Nathaniel Lee (1655-1692) was an English dramatist. He was educated at Westminster School and Trinity College, Cambridge. After leaving the university, he went to London and joined the stage both as an actor and author. But he was no success as an actor. Then he turned to write. He became popular for his extravagant tragedies.
1. Nero (1674).
2. Sophonisba (1675).
3. Gloriana (1676).
4. The Rival Queens or, The Death of Alexander the Great (1677).
The first three are in all in rhymed heroic couplets; they are Roman plays that are so bombastic and melodramatic that they might have flopped on boards had not they been starred by Hart and Mohum. His best-known tragedy, The Rival Queens (1677), is in blank verse which enjoyed prodigious success. The play deals with the jealousy of Alexander’s first wife, Roxana, for his second wife, Statira, was a favourite on the English stage right up to the days of Edmund Kean. Lee followed this with Mithridates, King of Pontus (acted 1678); Theodosius, or the Force of Love (acted 1680); and Caesar Borgia (acted 1680).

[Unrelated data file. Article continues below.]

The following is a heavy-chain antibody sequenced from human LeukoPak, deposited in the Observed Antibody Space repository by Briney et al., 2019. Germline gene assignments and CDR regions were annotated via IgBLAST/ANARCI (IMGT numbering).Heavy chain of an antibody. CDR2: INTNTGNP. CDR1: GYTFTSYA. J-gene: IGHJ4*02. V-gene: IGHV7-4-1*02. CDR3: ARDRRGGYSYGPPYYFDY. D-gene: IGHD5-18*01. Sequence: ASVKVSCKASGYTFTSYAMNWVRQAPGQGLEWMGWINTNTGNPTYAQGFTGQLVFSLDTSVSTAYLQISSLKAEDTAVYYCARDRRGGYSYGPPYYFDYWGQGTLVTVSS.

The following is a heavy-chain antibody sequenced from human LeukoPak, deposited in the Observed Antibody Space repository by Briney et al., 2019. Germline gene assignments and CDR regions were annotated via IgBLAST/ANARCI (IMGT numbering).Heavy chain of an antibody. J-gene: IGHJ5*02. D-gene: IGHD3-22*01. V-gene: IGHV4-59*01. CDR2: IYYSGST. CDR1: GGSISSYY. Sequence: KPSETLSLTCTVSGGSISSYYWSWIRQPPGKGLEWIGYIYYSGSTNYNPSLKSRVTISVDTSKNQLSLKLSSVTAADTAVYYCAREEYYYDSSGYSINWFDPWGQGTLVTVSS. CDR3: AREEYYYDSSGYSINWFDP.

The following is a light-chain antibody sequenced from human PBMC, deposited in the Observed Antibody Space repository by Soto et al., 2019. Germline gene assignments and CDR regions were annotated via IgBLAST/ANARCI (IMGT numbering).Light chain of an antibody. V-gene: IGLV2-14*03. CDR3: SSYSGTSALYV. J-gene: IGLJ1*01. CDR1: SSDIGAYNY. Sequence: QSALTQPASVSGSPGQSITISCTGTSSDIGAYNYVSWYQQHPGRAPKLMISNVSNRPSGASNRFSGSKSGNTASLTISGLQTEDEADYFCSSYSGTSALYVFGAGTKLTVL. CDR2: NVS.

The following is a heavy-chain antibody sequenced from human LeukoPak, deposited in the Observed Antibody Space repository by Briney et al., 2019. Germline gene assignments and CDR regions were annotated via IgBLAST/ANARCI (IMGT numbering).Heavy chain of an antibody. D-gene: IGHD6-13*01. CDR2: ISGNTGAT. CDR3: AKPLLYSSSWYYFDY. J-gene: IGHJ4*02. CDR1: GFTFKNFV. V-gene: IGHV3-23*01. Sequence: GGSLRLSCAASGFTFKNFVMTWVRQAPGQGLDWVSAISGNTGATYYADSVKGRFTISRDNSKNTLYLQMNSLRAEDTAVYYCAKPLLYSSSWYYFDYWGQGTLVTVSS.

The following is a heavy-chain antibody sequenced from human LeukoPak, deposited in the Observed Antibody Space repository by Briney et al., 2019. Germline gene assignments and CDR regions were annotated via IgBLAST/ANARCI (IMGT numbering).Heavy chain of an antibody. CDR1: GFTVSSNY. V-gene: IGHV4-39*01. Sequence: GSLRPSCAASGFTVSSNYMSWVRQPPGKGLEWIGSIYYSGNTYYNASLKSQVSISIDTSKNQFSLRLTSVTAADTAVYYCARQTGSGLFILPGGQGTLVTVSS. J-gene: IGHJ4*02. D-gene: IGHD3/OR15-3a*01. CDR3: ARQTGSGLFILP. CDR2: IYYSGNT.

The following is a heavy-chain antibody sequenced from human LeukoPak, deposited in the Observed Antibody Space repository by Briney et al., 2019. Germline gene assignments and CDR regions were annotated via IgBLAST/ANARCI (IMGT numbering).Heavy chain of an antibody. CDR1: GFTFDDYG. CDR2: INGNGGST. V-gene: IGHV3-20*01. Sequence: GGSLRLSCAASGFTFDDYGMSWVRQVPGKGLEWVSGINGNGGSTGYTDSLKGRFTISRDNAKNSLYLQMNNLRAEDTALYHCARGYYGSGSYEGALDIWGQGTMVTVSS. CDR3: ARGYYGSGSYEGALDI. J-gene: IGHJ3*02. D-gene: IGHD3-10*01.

He collaborated with John Dryden in Oedipus (1679) and The Duke of Guise (1682), Lee wrote a fine play in 1681 Lucius Junius Brutus. It was, however, considered politically dangerous and was proscribed only after a few performances. But star-crossed as he had been he went off his head and remained confined in a lunatic asylum for several years. After his recovery, he produced the Princess of Cleve in 1689. In 1690, he produced his best tragedy—The Massacre of Paris, which undid all his dramas in a shrill rant of blank and rhymed verse. According to Edmund Gosse, he marks a crisis in tragedy. He shouted in a pitch above the stentorian and his succeeding dramatists did not like to out-Lee Lee and the tendency of tragedy was to become sentimental and reflective. Lee died in a drunken fit in 1692.
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